IT'S TIME TO PASS HMTF REFORM
On January 17, news came of the M/V Rondeau went aground in the Mississippi River at Cubits Gap, Mile 3 above Head of Passes, at 7:30 a.m., with an outbound draft of 44 feet. This was in a stretch of the river that is authorized at -45 feet and normally maintained to -51 feet. The vessel was freed by noon, and the New Orleans District was surveying the area, which was in the stretch of river piloted by the Crescent River Pilots (CRPPA), who issued a draft recommendation of 42 feet as a result of the grounding.
This unfortunate incident shines a glaring spotlight on the need for using the Harbor Maintenance Trust Fund for channel maintenance.
Days before the grounding, the Big River Coalition issued report that stated “a study (by economist Timothy Ryan) on the impact of reduced dredging of channels on the Mississippi River finds that exports could be reduced by 12.4 percent and imports 5.5 percent if channel depths were reduced from 45 to 38 feet.”
Louisiana representatives believe that the recommended draft for transiting the river will be reduced to 38 feet if the spending cuts for maintenance continue, and Ryan estimates that this will require an additional 224 ships to carry the same amount of cargo as a fleet drawing 45 feet.
It is clearly in the interest of all to do whatever it will take to keep these channels maintained, and that means passing the HMTF legislation.
In an update to my last editorial, describing the danger of LightSquared’s proposed satellite communication system that would depend on a dense network of terrestrial receivers (see IDR, November/December 2011, page 5), the discussion appears to have been resolved by the National Defense Authorization Act (NDAA) of 2012, signed by President Obama on December 31.
The act includes strict injunctions against interference with any “covered” GPS devices – that is, any devices used by the military. Both versions of the bill included language prohibiting interference with military GPS systems, and in writing the final bill, the conference committee adopted the stricter language contained in both bills.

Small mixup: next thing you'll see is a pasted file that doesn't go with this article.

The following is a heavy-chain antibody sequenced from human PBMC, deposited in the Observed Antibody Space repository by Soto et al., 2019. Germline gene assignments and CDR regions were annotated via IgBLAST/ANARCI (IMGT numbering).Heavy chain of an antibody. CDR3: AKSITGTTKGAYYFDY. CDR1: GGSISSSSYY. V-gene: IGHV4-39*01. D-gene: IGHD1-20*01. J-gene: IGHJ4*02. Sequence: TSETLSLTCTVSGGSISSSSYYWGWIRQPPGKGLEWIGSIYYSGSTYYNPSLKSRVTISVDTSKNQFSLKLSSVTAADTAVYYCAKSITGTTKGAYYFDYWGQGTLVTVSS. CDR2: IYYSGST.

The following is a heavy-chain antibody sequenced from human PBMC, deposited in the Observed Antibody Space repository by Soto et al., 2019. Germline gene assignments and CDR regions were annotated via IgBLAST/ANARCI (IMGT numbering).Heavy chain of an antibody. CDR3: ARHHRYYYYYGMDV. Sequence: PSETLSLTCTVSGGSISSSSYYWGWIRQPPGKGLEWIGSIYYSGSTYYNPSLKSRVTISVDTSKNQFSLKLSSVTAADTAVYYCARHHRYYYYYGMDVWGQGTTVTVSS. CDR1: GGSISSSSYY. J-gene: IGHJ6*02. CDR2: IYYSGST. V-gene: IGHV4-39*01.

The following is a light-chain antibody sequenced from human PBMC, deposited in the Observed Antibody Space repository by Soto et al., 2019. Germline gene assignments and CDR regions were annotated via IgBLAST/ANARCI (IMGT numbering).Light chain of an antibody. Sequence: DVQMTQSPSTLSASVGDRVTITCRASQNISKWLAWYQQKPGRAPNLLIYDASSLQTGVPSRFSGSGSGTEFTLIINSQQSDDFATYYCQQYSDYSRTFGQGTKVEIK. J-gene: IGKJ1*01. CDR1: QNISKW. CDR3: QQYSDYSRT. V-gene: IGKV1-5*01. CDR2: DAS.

On its Web site, LightSquared is accusing GPS manufacturers of blocking LightSquared’s effort by managing test results and producing sub-standard products – allegations that are baffling to those in the dredging and surveying industries. Since the inception of GPS, which I have covered in depth, the goal of manufacturers and users has been to create an evolving product that will allow ever more accurate positioning of vessels, vehicles and digging tools. It is the intrinsic danger to the existing system by LightSquared’s proposed system that engendered widespread objection to it. Any other explanation makes no sense.
In October, I visited Peg Johnson in Portland. An expert in government regulations and dredge permitting issues, Peg worked with Ogden Beeman & Associates in the 1980’s, and then with Parsons Brinkerhoff when they purchased the company. Friends and colleagues were concerned to learn that she had suffered a stroke in July, 2010, and I’m happy to report that she is recovering well, and is her old self. We spent a pleasant three hours together in October, and I have high hopes that we’ll see her at WEDA meetings again soon.